President Carter has given the go ahead for another tight budget next January, with a second sharp increase in defense spending combined with little new money for domestic programs.
The new budget, to cover fiscal 1981, which begins a year from October, would be designed to fulfill Carter's pledge to balance the budget and trim the size of government in relation to the overall economy.
Administration officials say there would be no major new spending initiatives, and - barring a serious recession - on tax cut proposals. The health insurance program the president has proposed would not begin unitl fiscal 1983.
Officials said Carter probably will continue to propose sharp increases in defense outlays for the next several years, in part because of a pledge last year to the North Atlantic Treaty Organization to bolster U.S. forces in Europe.
Carter's fiscal 1981 plan is likely to prove ccontroversial among liberal Democrats, who protested last January when the president asked for higher defense spending at the expense of social programs.
Carter tentatively has set a spending ceiling of about $585 billion for fiscal 1981 - a rise of $53 billion, or 10 percent, from the fiscal 1980 target of $532 billion. The deficit would drop to zero, from $23 billion in 1980.
However, the figure would still fall $7 billion to $8 billion short of the spending total needed to continue current programs and policies intact in the face of still relatively rapid inflation.
Aides said that after adjustment for inflation, the fiscal 1981 budget would show "little or no growth" from the previous year's plan. And many key programs would be held below the pace of inflation.
The outline of the new budget was approved by the president in a preliminary review of the fiscal 1981 budget conducted over the past few days. The White House plans to publish more precise estimates in July.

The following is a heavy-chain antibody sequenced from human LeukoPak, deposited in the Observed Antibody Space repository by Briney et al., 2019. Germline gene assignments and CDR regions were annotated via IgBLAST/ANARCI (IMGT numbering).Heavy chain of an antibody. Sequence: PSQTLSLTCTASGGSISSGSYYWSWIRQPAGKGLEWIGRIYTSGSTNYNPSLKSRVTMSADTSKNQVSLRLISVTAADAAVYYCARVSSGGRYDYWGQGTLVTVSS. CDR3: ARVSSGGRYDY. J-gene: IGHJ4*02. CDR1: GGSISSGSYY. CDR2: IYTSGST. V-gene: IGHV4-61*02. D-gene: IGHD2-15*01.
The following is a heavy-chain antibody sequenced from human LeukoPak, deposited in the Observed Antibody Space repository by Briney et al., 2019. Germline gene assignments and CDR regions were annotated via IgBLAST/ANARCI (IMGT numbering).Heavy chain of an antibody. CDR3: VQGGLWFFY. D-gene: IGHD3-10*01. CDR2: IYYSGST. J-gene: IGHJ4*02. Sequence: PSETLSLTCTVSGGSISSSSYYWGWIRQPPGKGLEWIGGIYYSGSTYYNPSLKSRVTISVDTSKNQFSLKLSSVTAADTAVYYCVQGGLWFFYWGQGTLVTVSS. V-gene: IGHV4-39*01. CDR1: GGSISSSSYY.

However, the plan to balance the budget is contingent on the economy escaping a serious recession. But private economists increasingly are beginning to believe a recession is likely,tOfficials concede that if the economy does fall into a serious recession, it would boost spending for welfare and jobless benefits and crimp government tax revenues - making it impossible to balance the budget.
Aides said if the economy were to turn sour, Carter might consider a relatively modest tax cut - stay, in the neighborhood of $15 billion or so. However, they insist the administration still is not expecting a recession.
In January, Carter proposed boosting defense spending by 3 percent more than inflation. The White House did not indicate then that it regarded the pledge to NATO as covering more than one year. Yesterday, however, a key aide familiar with the president's position asserted the promise had been "open-ended."
Although Carter's fiscal 1981 budget probably will once again constrain the growth of domestic programs, officials said the cutbacks in key social programs "probably will be less severe" than they were in last January's plan.
However, insiders say Carter still is considering serious cuts in some major programs, including revenue-sharing grants to states and some minor Social Security benefits.
Carter faces a possible challenge from Congress on the Social Security issue next year as some lawmakers seek to avoid steep increases in payroll taxes scheduled for January 1981.
The White House proposed some modest cutbacks in relatively minor Social Security Programs last January, but so far has yet to see any of them enacted. The lawmakers are planning some Social Security action for 1980.
For all of the controversy surrounding Carter's budget proposals last January, the plan has fared well in Congress. The lawmakers last month approved initial tax and spending targets that parallel Carter's plan.
Aides said if Carter's current proposal for fiscal 1981 holds firm, it would reduce the govenment's share of total output to below 21 percent of the gross national product, from 21.3 percent now.
The drop to a zero budget deficit, from an estimated $23 billion in fiscal 1980, would mark one of the sharpest cutbacks in federal stimulus to the economy in recent years. The fiscal 1979 deficit is estimated at $33.4 billion.